In the latest of brewing Cold War sentiments between the US and Russia, controversial Republican Senator John McCain recently reissued a demand to pull the plug on Russia’s right to host the World Cup in 2018. Speaking to ESPN/ABC podcast Capital Games program, McCain asked whether it was “appropriate to have this venue in Russia,” — although he’s not the first Republican to struggle at his own language, by venue he must have clearly meant event or tournament — “and aren’t there other countries that would be far less controversial?”
McCain wasn’t finished, adding that FIFA’s decision “absolutely should be reconsidered… [and] I’d like to see the United States and other — say, the British perhaps and other countries — raise the issue in ordinary meetings, periodic meetings that they have.”
Servile disciples of their American suzerains, the British did answer McCain’s call to pile the pressure on Russia, with Deputy Prime Minister Nick Clegg telling the Sunday Times that it’s “unthinkable to allow Putin to preside over the biggest event in global sports,” adding that threatening Russia’s 2018 World Cup would be a “very potent political and symbolic sanction.”
This isn’t the first time the West, clearly at political odds with Russia, have called on FIFA to replace the venue of the 2018 World Cup. This past March, two US Senators wrote a letter addressed to FIFA President Sepp Blatter. In their missive, Senators Mark Kirk and Dan Coats, both Republicans, didn’t only ask FIFA to forbid Russia from hosting the World Cup, they also wanted the Russian national team to be banned from participating in this summer’s World Cup in Brazil and in more thespian fashion, to completely expel Russia from FIFA. Their precedent was the Western-imposed ejection of Yugoslavia from both the 1992 European Championships and the 1994 World Cup.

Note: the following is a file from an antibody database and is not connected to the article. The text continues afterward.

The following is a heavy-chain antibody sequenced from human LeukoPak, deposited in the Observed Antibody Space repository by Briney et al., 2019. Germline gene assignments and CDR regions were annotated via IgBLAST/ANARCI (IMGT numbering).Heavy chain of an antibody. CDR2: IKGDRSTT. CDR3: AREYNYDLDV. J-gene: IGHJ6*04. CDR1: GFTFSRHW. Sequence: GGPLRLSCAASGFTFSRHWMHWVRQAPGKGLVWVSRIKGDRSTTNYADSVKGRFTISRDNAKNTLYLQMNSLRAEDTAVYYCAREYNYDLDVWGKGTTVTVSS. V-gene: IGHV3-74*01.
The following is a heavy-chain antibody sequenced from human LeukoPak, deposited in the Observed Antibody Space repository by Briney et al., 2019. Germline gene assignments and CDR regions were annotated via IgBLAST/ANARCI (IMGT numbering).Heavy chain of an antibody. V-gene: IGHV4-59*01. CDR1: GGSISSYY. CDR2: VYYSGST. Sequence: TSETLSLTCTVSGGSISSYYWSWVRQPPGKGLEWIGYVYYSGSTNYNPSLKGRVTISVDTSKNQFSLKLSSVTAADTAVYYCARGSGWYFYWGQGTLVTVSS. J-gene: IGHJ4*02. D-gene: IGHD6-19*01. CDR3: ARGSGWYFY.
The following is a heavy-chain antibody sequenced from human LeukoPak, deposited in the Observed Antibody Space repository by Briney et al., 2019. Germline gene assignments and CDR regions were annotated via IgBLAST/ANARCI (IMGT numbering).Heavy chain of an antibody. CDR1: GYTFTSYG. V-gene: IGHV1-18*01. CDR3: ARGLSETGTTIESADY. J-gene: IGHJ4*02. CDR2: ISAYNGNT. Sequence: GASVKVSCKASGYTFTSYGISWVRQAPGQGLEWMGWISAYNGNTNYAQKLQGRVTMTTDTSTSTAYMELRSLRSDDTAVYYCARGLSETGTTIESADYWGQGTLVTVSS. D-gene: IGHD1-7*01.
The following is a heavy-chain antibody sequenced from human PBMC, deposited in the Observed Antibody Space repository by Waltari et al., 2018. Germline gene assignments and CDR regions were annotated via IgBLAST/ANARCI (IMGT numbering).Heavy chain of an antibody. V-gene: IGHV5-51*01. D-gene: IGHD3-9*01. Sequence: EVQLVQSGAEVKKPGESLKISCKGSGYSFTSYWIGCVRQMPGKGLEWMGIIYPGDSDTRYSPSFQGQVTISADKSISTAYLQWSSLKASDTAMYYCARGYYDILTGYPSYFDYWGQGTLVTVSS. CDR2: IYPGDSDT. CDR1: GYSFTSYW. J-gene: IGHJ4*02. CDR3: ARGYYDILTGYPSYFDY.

As was expected, after sleazy Western media coverage of the Sochi Olympics, they have now targeted Russia’s legal right to host the 2018 World Cup. Under the pretext that Russia is the culprit behind the still under-investigation Malaysian Airlines flight MH17 disaster, the West and its allies have been unyieldingly castigating Russian. In times that resemble the Cold War more than ever before, the US and Russia have been at political loggerheads since former US President George W. Bush voided the Anti-Ballistic Treaty signed by the two countries in 1972.
When President Putin became president after Boris Yeltsin’s tenure came to an end in 2000, and the US realized Putin wouldn’t be as obeisant as his predecessor, relations began to sour. Clinton was also replaced by President George Bush in that same year, and it took two years of contretemps before Bush did away with the 1972 treaty. This effectively meant that using territory of its NATO allies, the US could place missiles on Russia’s doorstep, like in Poland for example, or Turkey. Several ensuing political differences firmly place the two countries on different ends of the table. From the erstwhile Iraq War and South Ossetia/Abkhazia conflict to the more recent wars in Syria and the Ukraine, time has isolated the two camps greater than it has in recent history.